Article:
New Covid vaccine protects against two virus strains
The European Medicines Agency has approved new Covid-19 vaccines that protect against the original SARS-CoV-2 virus and omicron variants. These adapted vaccines are the first updated versions of the jabs to be developed since the first generation of vaccines were introduced at the end of 2020.
The Agency’s Chief Medical Officer, Dr Steffen Thirstrup, said the idea behind supporting a bivalent vaccine was to reduce hospitalisation caused by the currently circulating omicron variants while also increasing the likelihood that the jabs will be effective against any new variants of concern.
‘We know that the original vaccines still provide a good protection against severe disease and hospitalisation,’ Dr Thirstrup said. ‘The fundamental concept is ensuring that the breadth of the immunity of the boosters is as large as possible. Data show that this goal can be achieved by including the original strain as part of a booster vaccine.’
These twin vaccines are being offered as a booster dose for people who have already had their initial round of vaccines. However, those who are having Covid vaccines for the first time are still expected to receive the original vaccine.
Dr Thirstrup said the EMA is conscious that the virus has evolved more frequently than had been anticipated in the first phase of the pandemic, so broad protection is the best way to reduce serious illness for individuals and to reduce pressure on hospitals.
‘Omicron subvariants and the original strain are very far away from each other in immunological terms,’ he said. ‘Keeping a breadth of immunological protection from a bivalent original/Omicron booster will give some reassurance that if new SARS-CoV-2 variants (different from Omicron) emerge during the autumn/winter 2022/23, there is a better chance that an adapted booster will provide additional protection.’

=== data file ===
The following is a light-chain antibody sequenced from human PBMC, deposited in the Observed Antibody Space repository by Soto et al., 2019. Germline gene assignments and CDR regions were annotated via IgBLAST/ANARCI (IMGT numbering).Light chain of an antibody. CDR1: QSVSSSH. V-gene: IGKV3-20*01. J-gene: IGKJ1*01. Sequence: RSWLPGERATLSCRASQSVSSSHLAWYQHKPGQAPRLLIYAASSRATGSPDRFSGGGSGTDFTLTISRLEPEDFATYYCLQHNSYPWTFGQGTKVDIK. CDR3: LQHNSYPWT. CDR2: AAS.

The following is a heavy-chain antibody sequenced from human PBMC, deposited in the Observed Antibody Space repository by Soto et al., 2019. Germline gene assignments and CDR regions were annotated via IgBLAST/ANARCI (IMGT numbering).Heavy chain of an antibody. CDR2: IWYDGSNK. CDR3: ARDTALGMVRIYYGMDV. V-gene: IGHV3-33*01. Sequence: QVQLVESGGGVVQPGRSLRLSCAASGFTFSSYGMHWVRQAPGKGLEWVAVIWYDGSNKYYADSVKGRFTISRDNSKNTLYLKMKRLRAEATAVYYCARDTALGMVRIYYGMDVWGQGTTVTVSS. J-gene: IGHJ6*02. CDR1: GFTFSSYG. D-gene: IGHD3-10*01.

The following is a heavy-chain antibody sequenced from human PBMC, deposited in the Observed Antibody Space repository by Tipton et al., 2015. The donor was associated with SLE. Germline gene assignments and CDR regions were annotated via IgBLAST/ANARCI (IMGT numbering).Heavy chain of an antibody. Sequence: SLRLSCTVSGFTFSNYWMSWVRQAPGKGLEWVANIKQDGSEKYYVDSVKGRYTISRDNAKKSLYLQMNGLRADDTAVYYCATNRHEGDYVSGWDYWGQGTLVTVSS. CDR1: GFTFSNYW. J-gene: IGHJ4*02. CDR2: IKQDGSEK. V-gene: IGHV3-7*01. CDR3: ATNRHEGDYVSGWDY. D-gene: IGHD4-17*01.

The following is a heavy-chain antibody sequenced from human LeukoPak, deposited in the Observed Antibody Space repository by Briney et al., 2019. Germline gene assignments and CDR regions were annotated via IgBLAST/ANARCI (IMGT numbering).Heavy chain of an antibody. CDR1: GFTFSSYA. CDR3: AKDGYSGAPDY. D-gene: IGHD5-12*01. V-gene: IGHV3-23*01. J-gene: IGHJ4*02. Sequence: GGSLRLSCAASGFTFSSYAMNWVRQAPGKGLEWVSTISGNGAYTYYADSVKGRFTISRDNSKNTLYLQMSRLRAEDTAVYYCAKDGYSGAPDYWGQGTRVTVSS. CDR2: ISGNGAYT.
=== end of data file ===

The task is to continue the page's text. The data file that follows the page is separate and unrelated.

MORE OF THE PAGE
Adapted mRNA vaccines have now been given the green light by the EU regulator for people aged 12 years and above. Meanwhile, the conditional marketing authorisations granted to mRNA vaccines, Comirnaty and Spikevax, have now been converted to standard approvals. Conditional approval was granted during the crisis phase of the pandemic but the large volume of safety data now available to regulators has led them to upgrade the vaccines’ approval.
Separately, the EMA has approved a new manufacturing site in Dessau-Rosslau, Germany, for COVID-19 Vaccine Valneva. It has also extended the use of Evusheld, a therapy used for the treatment of adults and adolescents with COVID-19 who do not require supplemental oxygen. The use of Veklury has also been extended to two paediatric populations: babies of at least four weeks and weighing 3kg with pneumonia requiring oxygen, and those weighting at least 40kg who do not require oxygen.
Earlier in September, the EMA authorised the use of Nuvaxovid as a booster dose for adults who have had Nuvaxovid, an mRNA vaccine or an adenoviral vector vaccine as their primary vaccination.